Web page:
PROTECT launches a new Cougar Watch project to collect public reports of cougar sightings

January 15, 2014

Protect the Adirondacks has started a new Cougar Watch project to record public sightings of cougars (Puma concolor) in and around the Adirondack Park. The purpose of Cougar Watch is two-fold. First, there continue to be regular reports of cougars across the Adirondacks. The noted Adirondack Atlas features a map of cougar sightings. PROTECT will manage a database about all reports made available to us. We will investigate sightings based on what information is available, such as pictures/video of the cougar, pictures of tracks, scat samples, among other evidence. Second, if there is a cluster of reports in a specific geographic area, PROTECT will work with cougar experts to try and assess the presence of cougars.

“There are regular reports of cougars throughout the Adirondacks, but there has not been a central public repository to record these sightings. PROTECT will work to organize and map these reports. Anybody who has recently seen a cougar in or around the Adirondack Park is encouraged to make a report,” said Chuck Clusen, chair of Protect the Adirondacks.

Reports of cougar sightings can be filed here. Good background information is here and here.

PROTECT asks that people have as much information as possible when making a report, including the date, time and location, full contact information as well as any other information such as paw prints, print measurements, hair or scat samples. “We encourage anyone who has recently seen a cougar in the Adirondacks to contact PROTECT and file a report,” said Peter Bauer, executive director of Protect the Adirondacks. “These big cats have been a mystery in the Adirondacks for a long time. By getting the word out and collecting sightings PROTECT will try to bring some data to this issue.”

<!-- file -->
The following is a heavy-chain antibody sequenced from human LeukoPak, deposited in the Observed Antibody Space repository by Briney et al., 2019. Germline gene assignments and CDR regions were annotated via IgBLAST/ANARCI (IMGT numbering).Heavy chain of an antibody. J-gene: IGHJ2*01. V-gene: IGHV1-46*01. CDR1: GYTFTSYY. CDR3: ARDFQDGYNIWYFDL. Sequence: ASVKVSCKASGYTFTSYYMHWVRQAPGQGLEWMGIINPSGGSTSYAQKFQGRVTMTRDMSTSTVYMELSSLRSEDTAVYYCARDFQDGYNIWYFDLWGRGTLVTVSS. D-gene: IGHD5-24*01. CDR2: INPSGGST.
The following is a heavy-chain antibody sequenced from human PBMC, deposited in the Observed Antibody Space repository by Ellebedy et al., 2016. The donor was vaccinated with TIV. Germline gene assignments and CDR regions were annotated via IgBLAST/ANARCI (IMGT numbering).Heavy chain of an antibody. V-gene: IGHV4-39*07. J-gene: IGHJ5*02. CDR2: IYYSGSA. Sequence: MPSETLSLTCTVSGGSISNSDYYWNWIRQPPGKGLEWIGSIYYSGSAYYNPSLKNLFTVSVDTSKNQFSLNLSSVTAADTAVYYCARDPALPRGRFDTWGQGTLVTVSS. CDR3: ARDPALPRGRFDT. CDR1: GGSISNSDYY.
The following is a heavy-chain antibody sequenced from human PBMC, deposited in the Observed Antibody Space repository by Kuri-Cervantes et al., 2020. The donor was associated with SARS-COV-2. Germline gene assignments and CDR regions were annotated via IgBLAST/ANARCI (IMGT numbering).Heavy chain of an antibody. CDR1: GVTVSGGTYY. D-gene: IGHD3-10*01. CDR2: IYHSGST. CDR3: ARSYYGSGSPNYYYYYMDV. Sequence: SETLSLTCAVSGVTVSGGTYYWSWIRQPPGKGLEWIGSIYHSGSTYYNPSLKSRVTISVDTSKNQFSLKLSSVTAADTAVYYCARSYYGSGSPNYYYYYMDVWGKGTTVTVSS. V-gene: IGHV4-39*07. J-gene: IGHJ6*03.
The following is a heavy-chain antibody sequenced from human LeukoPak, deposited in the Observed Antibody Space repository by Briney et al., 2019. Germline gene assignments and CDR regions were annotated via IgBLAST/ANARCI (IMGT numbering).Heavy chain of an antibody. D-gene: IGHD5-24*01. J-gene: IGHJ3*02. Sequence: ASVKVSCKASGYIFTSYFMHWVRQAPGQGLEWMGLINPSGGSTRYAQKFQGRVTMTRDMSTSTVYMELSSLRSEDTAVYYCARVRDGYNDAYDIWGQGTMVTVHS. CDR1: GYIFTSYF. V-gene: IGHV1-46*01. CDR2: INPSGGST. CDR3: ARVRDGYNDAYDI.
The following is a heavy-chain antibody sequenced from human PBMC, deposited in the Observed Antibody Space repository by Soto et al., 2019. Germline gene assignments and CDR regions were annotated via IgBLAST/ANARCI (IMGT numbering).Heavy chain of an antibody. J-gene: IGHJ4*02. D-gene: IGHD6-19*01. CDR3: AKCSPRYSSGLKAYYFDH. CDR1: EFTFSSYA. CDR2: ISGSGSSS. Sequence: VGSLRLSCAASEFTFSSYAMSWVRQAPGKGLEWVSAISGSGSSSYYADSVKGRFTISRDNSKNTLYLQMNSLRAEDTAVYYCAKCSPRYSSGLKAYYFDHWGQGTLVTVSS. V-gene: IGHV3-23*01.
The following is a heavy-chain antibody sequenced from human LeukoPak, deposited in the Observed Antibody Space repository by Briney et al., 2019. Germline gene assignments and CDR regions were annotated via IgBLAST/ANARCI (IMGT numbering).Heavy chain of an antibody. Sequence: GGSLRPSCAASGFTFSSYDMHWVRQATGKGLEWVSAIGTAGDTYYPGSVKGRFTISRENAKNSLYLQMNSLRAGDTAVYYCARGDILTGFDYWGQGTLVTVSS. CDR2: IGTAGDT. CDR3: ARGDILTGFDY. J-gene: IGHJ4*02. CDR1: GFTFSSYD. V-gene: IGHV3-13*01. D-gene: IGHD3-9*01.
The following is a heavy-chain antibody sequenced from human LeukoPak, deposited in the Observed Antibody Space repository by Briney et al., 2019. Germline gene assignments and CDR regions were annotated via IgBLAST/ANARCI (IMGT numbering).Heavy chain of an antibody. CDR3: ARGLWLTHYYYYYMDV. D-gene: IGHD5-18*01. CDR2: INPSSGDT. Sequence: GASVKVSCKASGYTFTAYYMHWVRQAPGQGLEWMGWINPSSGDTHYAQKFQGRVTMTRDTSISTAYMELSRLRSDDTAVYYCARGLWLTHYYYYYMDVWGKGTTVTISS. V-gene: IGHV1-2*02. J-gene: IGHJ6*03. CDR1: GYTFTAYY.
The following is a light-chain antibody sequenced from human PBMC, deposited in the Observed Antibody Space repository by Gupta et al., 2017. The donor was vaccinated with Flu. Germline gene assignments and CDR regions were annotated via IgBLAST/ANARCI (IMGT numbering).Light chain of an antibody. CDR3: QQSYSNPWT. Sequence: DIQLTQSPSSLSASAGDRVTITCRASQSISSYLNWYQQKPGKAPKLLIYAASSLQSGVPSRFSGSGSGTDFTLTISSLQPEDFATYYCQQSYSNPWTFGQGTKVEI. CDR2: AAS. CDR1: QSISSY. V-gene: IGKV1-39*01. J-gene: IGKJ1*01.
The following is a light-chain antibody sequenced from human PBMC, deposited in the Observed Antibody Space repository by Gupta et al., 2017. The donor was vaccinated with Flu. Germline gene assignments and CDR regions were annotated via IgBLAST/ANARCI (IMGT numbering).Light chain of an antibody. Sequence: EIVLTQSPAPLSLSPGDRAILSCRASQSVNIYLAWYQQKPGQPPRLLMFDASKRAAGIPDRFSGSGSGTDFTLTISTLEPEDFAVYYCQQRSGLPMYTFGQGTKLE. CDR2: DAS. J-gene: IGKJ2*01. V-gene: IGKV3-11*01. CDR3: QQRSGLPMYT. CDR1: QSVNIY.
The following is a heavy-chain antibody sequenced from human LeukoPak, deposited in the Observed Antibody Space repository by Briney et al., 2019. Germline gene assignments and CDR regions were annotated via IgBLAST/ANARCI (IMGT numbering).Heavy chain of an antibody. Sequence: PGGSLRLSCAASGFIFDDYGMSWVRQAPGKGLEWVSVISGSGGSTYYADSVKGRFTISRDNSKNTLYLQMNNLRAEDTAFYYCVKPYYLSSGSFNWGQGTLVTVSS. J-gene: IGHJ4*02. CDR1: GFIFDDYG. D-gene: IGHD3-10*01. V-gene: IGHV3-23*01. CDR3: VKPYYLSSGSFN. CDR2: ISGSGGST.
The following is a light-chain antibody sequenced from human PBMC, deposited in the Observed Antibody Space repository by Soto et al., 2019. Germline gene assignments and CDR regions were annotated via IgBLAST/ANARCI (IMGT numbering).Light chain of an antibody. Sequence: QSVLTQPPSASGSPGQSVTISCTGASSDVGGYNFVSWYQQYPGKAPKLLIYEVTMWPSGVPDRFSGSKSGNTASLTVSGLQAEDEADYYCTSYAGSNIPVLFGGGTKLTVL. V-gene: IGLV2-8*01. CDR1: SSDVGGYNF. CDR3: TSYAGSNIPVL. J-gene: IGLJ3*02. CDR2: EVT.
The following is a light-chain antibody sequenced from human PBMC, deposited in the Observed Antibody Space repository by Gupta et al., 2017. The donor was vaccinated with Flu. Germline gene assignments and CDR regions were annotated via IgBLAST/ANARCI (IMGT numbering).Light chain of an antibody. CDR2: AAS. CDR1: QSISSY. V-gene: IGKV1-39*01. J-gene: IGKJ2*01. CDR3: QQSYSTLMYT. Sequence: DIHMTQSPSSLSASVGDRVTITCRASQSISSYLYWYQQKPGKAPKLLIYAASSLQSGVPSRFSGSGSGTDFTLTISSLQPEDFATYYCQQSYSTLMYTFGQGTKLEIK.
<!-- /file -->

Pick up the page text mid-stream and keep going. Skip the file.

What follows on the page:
PROTECT’s Cougar Watch project follows the work by a PROTECT Board member Peter O’Shea, who for many years recorded sightings of cougars in the Adirondacks. Throughout the 1990s and early 2000s, O’Shea recorded hundreds of sightings of cougars (also called mountain lions or pumas) from hundreds of people and several times he even tracked cougars in the Adirondacks.

The U.S. Fish and Wildlife Service has declared cougars officially extinct in the eastern U.S. Cougars number in the tens of thousands west of the Mississippi River and occupy almost all large mountainous areas in western states. There are an estimated 15,000 cougars in California alone. In recent years, cougars have naturally recolonized several parts of the west including the Black Hills of South Dakota, the Badlands of North Dakota, and the Pine Ridge area of western Nebraska.

A cougar population of around 150 has survived in Florida. It was successfully augmented recently with the introduction of males from Texas to help widen the gene pool. This population is a remnant population from a time when cougars thrived coast to coast in the U.S. The Florida population is considered far beyond the reach of even the most freewheeling and well-traveled young male cougars to reach on their own, despite the great distances that cougars can roam. One cougar was recently documented as having traveled from South Dakota to Connecticut, where it was hit by a car). It was believed to have passed through the Adirondacks.

“In the years ahead, PROTECT plans to provide regular updates on cougar sightings in and around the Adirondacks. This is a great opportunity for people to share their wildlife experiences” said Peter Bauer.

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